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Drop Check Those Rounds!

ADulay

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#1
All,

Yes, it's easy to get into a comfortable routine and just load up the magazines and the range bag and head out to shoot. This may work well in "normal" shooting but in any sort of "timed" shooting, having something go wrong will just kill you, both on the streets and on the competition stage.

For awhile there I was drop checking all my ammo into a barrel to make sure the clearances were good to go. After doing that for months, I can of slacked off and never had any problems.

Recently dug into my ammo stash for some 9mm that had been purchased during the big ammo shortage and used that for a rare USPSA Classifier match.

Sure enough, I had one round that was ever so slightly out of tolerance at the base and my trusty Glock 34 had a rare malfunction due to the case lodging in the barrel.

We found the bullet (after I had taken a DNF on that stage) and when I drop checked it, sure enough it was just large enough to NOT be acceptable.

So, in the days following that, I ordered up a set of drop check dies for the 9mm, 380, 40 and 45 rounds.

Yes, I could always just drop check each bullet into a spare barrel (which I used to do) but having a dedicated die for that should make it a bit easier. I hate actually checking bullets, but taking a DNF on a stage is just not worth it moving forward.

AD
 

ADulay

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#3
Guys,

For those of you who don't drop check your carry ammo (or competition ammo) and were wondering what the heck we're talking about, well here's a good example of what I'm talking about.

In an earlier message I explained what had happened due to having a slightly out of tolerance 9mm case which jammed the gun up nicely.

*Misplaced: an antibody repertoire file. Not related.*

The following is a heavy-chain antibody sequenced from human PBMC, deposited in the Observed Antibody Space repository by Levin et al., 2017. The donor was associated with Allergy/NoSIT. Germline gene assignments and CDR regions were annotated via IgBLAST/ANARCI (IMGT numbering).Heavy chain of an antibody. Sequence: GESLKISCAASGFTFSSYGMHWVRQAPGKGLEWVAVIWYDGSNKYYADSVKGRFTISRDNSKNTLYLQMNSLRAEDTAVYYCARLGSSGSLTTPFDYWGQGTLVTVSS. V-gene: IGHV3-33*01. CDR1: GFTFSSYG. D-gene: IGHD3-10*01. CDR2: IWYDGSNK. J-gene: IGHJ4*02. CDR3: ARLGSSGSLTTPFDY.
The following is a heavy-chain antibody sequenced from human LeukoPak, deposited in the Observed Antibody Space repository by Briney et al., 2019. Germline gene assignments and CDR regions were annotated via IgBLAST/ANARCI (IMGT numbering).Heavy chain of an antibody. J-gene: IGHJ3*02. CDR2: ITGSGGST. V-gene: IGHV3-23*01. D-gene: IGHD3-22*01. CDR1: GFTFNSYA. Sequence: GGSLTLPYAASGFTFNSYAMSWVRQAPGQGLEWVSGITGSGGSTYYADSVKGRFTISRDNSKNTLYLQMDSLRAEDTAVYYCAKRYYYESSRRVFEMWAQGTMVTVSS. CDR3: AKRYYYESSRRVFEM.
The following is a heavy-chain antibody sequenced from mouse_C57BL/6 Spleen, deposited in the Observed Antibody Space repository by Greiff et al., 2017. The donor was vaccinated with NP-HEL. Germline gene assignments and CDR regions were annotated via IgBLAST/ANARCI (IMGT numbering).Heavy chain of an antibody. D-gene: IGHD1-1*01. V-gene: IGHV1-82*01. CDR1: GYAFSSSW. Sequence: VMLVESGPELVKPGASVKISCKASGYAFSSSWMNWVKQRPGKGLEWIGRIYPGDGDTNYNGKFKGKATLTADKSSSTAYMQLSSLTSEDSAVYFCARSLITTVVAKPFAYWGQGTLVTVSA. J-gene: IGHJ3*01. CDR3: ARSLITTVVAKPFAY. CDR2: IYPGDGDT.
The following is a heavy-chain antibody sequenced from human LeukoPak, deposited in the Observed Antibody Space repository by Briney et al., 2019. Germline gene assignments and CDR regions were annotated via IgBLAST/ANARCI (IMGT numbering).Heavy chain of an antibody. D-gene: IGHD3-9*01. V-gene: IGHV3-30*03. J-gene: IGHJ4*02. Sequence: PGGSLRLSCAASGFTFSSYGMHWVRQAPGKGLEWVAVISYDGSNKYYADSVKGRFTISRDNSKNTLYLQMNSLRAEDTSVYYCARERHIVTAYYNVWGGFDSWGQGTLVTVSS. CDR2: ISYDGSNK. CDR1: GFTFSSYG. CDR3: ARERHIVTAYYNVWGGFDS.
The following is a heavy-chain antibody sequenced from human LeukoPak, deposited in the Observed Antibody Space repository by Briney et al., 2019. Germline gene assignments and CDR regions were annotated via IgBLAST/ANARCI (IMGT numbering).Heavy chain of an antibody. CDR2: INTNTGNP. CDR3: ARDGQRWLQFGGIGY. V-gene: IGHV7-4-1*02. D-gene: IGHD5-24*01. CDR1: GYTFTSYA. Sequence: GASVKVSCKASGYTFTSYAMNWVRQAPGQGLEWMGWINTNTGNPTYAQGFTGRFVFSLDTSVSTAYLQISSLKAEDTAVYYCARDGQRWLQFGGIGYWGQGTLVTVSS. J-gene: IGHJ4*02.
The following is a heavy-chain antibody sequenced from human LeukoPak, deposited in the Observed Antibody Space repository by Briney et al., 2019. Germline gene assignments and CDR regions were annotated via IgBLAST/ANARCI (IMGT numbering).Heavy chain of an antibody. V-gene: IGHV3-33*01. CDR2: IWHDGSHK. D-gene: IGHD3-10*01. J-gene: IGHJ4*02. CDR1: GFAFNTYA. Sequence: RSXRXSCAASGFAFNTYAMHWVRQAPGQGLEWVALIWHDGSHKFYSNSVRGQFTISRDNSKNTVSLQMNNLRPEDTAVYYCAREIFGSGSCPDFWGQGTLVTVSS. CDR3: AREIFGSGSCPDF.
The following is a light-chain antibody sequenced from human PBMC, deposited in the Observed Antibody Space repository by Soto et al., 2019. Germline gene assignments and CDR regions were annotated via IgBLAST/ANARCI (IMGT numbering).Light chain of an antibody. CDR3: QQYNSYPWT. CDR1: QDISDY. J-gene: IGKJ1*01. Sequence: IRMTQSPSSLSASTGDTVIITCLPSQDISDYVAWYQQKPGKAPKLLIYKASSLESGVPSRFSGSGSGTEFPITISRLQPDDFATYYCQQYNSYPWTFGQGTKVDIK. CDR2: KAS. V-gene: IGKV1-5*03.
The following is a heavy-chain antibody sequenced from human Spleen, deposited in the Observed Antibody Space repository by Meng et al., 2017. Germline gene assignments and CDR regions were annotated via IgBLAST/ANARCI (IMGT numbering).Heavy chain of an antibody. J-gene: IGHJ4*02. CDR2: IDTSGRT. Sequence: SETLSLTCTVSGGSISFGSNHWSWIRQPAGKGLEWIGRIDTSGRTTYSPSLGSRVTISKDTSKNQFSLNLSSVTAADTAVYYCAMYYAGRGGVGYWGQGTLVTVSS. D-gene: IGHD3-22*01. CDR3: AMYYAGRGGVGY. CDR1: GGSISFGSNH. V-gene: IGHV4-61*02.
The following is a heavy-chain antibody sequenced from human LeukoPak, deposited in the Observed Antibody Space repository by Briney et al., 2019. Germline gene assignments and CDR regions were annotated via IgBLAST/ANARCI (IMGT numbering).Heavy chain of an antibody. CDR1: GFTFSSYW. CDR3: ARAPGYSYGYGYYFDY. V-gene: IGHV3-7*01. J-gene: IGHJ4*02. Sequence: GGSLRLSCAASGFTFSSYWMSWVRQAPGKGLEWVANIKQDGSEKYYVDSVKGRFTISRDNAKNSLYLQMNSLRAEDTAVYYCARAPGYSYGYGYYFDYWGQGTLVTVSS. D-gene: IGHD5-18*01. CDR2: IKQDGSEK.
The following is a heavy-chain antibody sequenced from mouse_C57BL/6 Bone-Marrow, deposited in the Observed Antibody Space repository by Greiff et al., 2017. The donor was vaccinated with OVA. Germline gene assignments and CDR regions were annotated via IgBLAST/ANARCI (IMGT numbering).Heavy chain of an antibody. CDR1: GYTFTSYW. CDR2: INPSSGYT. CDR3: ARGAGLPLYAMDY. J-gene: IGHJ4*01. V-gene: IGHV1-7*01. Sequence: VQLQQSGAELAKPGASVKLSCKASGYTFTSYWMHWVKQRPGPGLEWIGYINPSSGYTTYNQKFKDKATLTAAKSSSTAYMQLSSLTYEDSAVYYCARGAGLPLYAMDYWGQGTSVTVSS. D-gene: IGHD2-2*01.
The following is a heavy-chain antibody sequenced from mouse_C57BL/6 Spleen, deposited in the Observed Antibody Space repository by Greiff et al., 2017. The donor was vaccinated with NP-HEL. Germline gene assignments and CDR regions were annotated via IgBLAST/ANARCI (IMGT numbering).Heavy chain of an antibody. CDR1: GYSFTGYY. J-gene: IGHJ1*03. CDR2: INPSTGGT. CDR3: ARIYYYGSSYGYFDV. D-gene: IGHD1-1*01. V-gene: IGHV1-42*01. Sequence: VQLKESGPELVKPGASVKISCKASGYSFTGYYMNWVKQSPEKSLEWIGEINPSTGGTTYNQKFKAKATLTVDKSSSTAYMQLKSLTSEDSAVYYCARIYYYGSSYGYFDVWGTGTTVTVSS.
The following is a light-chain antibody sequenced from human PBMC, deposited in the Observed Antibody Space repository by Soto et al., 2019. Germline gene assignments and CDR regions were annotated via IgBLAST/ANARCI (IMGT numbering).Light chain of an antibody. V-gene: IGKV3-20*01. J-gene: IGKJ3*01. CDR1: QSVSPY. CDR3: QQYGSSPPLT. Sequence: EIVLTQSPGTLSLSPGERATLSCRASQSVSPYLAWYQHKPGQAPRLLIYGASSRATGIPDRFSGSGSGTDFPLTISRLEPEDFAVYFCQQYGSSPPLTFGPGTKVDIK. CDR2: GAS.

Here's what it looks like when you drop check it. Notice the one bullet sits higher in the box. That's the culprit!

Also, when you turn the box over, that bullet will just stick up in there until you push it out even if all you did was "drop" it into the opening.

AD

 
Joined
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#4
Thanks for that heads up. A new one for me. I've only been reloading a couple of years and have never been exposed to one of those drop check devices.

"Ya don't know, what ya don't know" but now I know, and I'll be aware of that now. I never considered 'drop checking' a round in a barrel before. Are these type of dies available for purchase? Is that recommended?

I don't shoot competition with rifles or pistols/handguns, so, I don't shoot large volumes of reloaded ammo; what would you suggest, just to be safer when using reloaded ammo. When I reload, I make every attempt to pay attention to what I am doing, but Mr. Murphy has a habit of biting you in the backside just when you think you have it all under control.

I did compete, for many years in the clay shooting sports - American trap, American Skeet, Sporting Clays, but rifle and pistol/revolver reloading is a new experience - so far, so good - knock on wood!

dogrtst.
 

ADulay

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nra
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#5
I purchased a "set" of EGW bullet check dies. The 7-hole model. About $30 each.

You can search on Midway or any of the internet sites for "EGW" and it will pull them up. There are several makes and brands but this one seems to be working out well for me.

Was checking some 9mm today (about 500 rounds) for an upcoming "BUG" match (back up gun) and came across one bullet that was "suspect" so I left it out of the mix and tossed it in the old ammo box.

AD
 
Joined
February 19, 2015
Messages
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#6
I purchased a "set" of EGW bullet check dies. The 7-hole model. About $30 each.

You can search on Midway or any of the internet sites for "EGW" and it will pull them up. There are several makes and brands but this one seems to be working out well for me.

Was checking some 9mm today (about 500 rounds) for an upcoming "BUG" match (back up gun) and came across one bullet that was "suspect" so I left it out of the mix and tossed it in the old ammo box.

AD
Thanks, for the heads up. I'll check it out on the EGW sites and see.

dogrtst.